Drinking 3 cups of tea daily could delay aging, study suggests

Drinking 3 cups of tea daily could delay aging, study suggests
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Experts at China's Sichuan University analyzed data from nearly 14,000 Chinese and British participants

January 29, 2024
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Scientists at China’s Sichuan University found that daily tea consumption could extend people’s lifespans.
Key findings: Their research, published in The Lancet Regional Health – Western Pacific in November, found that people who drink tea everyday exhibit signs of slower biological aging, especially those who consume three cups. The study also found that drinkers are less likely to experience anxiety, insomnia and depressive symptoms.
The scientists attributed their findings to polyphenols, which are plant compounds that promote good gut microbiota and help regulate the immune system, metabolism and cognitive function. They also cited a previous study linking flavonoids — a type of polyphenols abundant in tea — for extending the life expectancy of organisms such as mice and worms.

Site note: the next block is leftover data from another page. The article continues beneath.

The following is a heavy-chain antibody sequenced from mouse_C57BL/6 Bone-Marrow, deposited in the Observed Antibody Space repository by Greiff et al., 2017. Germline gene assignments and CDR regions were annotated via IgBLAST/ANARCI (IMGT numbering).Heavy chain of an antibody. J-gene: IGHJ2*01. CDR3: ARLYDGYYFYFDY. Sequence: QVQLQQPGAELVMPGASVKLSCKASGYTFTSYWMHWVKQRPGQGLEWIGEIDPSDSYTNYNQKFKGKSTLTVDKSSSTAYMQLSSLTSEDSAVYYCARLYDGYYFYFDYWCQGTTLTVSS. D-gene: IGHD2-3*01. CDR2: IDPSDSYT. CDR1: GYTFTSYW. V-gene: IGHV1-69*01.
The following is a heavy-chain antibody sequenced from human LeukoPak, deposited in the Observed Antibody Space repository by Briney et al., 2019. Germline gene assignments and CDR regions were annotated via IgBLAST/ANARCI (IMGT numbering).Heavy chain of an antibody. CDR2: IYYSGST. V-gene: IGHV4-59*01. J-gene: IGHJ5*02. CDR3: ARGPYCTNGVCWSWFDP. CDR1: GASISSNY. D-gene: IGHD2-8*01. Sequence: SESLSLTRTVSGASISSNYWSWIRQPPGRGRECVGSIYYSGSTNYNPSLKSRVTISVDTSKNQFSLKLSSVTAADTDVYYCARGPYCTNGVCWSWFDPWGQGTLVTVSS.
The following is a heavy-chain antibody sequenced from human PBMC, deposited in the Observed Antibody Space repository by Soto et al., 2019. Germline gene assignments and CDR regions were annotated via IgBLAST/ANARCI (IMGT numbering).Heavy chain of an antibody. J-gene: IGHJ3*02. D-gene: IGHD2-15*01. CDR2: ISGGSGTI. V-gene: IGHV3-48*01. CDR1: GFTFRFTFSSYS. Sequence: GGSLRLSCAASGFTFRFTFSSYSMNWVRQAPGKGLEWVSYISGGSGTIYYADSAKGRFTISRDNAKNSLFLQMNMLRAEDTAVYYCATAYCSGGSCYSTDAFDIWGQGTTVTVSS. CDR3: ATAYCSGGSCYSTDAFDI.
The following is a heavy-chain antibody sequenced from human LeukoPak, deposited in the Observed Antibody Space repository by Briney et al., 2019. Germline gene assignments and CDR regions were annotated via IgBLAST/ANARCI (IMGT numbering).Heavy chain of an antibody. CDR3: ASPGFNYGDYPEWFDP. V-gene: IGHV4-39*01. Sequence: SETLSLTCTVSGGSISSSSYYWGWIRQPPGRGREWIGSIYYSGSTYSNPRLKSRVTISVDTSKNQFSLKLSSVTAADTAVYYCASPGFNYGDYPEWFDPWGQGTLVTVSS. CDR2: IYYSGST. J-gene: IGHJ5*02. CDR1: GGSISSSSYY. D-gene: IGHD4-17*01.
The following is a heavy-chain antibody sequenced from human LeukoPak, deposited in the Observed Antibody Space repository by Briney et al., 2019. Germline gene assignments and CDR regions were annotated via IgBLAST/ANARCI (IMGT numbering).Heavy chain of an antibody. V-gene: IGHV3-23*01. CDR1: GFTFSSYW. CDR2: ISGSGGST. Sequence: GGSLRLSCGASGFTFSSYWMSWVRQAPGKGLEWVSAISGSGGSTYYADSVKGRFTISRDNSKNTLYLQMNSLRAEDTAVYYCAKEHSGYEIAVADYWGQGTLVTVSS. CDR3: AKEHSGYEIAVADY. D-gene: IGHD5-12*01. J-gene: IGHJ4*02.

How the study was conducted: The researchers analyzed data from 7,391 Chinese participants aged 30-79 from the China Multi-Ethnic Cohort Study and 5,998 British participants aged 37-73 from the U.K. Biobank. The participants were asked about their tea preferences — black, green or yellow — how frequently they drink and how many cups they consume. Biomarkers such as blood pressure, cholesterol and body fat were also assessed to determine their biological age.
Important note: The researchers said they could not conclude that the participants’ tea-drinking habits are directly responsible for delaying their biological age. “Causal conclusions should be interpreted prudently,” they said.
The big picture: Past studies found that tea, as well as coffee, could help reduce the risk of cognitive disorders such as dementia and Alzheimer’s disease when consumed moderately. Tea is also associated with providing mental alertness and improving dental health, notably for preventing plaque buildup and tooth decay due to its fluoride and tannin content.
 
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      Bryan Ke

      Bryan Ke
      is a Reporter for NextShark

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